No doubt much to Finley's chagrin, White Sox general manager Roland Hemond came calling right away, hiring Winkles as third-base coach.
The next season, 1979, Bill Veeck named Don Kessinger, the former standout shortstop with the Cubs, as player-manager.
"I was the third-base coach, but I did all of the spring training for him [Kessinger]," said Winkles. "I did everything for him. Finally it got to him. About July he said it's not worth it. I can't do this anymore. So then they brought in Tony [LaRussa], and I was with Tony for three years as a third base coach."
These were memorable times in Sox history with LaRussa, just 34, beginning his long, successful managerial career, and the Sox being sold in 1981 to Jerry Reinsdorf, who entered just in time for the players to strike from June until the end of August.
"When we had the strike, the White Sox kept paying the coaches, and they sent us to the different [minor league] teams," remembered Winkles. "They sent me to Appleton, WI. One day we're sitting in the stands, and I get a call from Roland Hemond. He says, 'Bob, I'd like to have breakfast with you tomorrow.'
"I don't know what he's doing. Am I doing something wrong here or whatever? He says, 'We got a proposition for you. Jerry [Reinsdorf] said to me, "Roland, I'm tired of paying these big babies money. I want you to get the best teacher in the United States, and we're going to raise our own." So Roland looked at him and said, 'Well, you got him coaching third right now,' which was quite a compliment for me."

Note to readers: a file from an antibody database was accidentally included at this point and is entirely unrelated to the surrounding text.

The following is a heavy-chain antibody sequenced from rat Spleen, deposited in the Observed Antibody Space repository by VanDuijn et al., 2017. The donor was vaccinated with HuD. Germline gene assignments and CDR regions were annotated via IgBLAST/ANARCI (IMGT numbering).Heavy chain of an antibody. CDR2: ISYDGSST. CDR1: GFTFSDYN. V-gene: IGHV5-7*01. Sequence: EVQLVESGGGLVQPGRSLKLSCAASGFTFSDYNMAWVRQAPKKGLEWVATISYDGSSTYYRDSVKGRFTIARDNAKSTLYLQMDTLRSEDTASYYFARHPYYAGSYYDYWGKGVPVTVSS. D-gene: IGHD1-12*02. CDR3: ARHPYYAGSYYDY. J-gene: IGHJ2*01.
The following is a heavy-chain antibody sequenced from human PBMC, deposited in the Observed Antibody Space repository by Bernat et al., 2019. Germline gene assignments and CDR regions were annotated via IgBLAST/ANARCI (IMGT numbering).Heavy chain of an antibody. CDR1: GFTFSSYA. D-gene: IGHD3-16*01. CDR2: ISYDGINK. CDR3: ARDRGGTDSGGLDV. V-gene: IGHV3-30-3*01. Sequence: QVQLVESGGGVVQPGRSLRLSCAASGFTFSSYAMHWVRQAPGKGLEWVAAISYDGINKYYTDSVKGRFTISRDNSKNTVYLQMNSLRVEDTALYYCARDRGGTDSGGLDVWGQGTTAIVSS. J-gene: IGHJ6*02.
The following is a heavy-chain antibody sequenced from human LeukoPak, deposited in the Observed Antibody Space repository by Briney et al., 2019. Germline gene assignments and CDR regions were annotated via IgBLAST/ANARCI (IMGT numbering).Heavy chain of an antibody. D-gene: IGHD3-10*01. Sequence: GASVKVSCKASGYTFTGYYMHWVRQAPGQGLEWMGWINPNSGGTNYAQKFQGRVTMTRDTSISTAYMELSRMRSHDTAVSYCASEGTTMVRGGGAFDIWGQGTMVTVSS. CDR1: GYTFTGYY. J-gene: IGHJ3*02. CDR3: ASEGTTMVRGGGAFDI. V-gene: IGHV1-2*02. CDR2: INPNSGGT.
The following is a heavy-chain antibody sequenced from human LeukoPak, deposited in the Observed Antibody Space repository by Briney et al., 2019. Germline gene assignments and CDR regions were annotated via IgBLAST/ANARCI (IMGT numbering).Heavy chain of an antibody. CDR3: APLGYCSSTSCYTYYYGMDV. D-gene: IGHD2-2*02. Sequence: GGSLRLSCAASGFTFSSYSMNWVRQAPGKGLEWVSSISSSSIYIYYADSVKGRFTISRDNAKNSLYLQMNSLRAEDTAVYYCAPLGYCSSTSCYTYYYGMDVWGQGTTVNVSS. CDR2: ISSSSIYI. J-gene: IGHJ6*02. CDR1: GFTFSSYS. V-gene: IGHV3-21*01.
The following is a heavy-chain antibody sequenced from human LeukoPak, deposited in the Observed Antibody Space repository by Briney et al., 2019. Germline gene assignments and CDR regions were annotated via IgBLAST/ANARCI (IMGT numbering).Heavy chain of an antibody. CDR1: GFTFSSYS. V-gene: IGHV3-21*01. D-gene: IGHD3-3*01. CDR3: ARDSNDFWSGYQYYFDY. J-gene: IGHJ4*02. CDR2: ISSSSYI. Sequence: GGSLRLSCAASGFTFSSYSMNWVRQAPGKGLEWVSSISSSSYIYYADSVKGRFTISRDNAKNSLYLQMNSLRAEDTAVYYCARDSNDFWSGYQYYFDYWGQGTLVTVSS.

The Sox made Winkles director of player personnel and named current Tigers' president-general manager David Dombrowski, a native of Palos Heights who already was working in the Sox front office, as scouting director. Players like Ron Kittle, Greg Walker, Britt Burns, and Richard Dotson were schooled in the Sox farm system and later contributed to the 1983 team that won 99 games, running away with the division by 20 games.
"When I took the job [the Sox farm system was rated] 24th," according to Winkles. "Three years later we were third. David Dombrowski and I were partners. We just got along like that. I still call him. He was in his 20s and just getting started."
Bobby Winkles seems like he's always just getting started. The down-home, good-ol'-boy humor, the enthusiasm and energy propel him from one story to the next.
Like the night while managing the Angels when Nolan Ryan, having thrown more than 160 pitches, was tiring in the eighth inning of a one-run game.
"He walked the first two guys, and I went out there," Winkles said. "I say, 'Nolan, you're getting the ball up. Managers know the ball starts getting up, you're getting a little tired. Looks like I ought to take you out.' He says, 'Can I ask you a question?' I said, 'Oh yeah, go ahead.' He said, 'Would you rather have a tired Nolan Ryan or that guy you got warming up?' I said, 'Go get 'em, Nolan.'"
By this time the room had emptied out so that only Winkles, myself, and one other listener remained. I got the impression the venerable baseball man was just getting warmed up. "Baseball's all about the stories," Winkles concluded. And you would be hard-pressed to find anyone who tells them better.
Roger Wallenstein is our man on the White Sox. He welcomes your comments.